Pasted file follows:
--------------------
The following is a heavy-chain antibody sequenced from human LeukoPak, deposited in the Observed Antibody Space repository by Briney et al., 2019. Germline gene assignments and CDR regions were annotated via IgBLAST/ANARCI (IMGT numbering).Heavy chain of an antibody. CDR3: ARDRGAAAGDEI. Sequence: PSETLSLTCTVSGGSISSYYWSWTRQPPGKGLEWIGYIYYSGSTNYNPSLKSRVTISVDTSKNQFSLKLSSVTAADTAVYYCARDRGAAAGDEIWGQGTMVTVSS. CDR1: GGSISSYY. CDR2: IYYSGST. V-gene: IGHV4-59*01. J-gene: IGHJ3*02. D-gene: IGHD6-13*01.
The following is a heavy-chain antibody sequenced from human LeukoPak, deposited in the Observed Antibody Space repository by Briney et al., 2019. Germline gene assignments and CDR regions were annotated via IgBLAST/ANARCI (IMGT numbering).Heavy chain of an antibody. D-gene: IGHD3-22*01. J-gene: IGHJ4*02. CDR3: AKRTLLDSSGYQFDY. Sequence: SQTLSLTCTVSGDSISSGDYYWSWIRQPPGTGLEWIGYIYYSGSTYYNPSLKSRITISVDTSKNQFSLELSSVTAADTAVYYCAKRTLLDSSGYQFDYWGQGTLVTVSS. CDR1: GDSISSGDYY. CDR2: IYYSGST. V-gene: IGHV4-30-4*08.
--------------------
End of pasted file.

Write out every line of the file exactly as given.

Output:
The following is a heavy-chain antibody sequenced from human LeukoPak, deposited in the Observed Antibody Space repository by Briney et al., 2019. Germline gene assignments and CDR regions were annotated via IgBLAST/ANARCI (IMGT numbering).Heavy chain of an antibody. CDR3: ARDRGAAAGDEI. Sequence: PSETLSLTCTVSGGSISSYYWSWTRQPPGKGLEWIGYIYYSGSTNYNPSLKSRVTISVDTSKNQFSLKLSSVTAADTAVYYCARDRGAAAGDEIWGQGTMVTVSS. CDR1: GGSISSYY. CDR2: IYYSGST. V-gene: IGHV4-59*01. J-gene: IGHJ3*02. D-gene: IGHD6-13*01.
The following is a heavy-chain antibody sequenced from human LeukoPak, deposited in the Observed Antibody Space repository by Briney et al., 2019. Germline gene assignments and CDR regions were annotated via IgBLAST/ANARCI (IMGT numbering).Heavy chain of an antibody. D-gene: IGHD3-22*01. J-gene: IGHJ4*02. CDR3: AKRTLLDSSGYQFDY. Sequence: SQTLSLTCTVSGDSISSGDYYWSWIRQPPGTGLEWIGYIYYSGSTYYNPSLKSRITISVDTSKNQFSLELSSVTAADTAVYYCAKRTLLDSSGYQFDYWGQGTLVTVSS. CDR1: GDSISSGDYY. CDR2: IYYSGST. V-gene: IGHV4-30-4*08.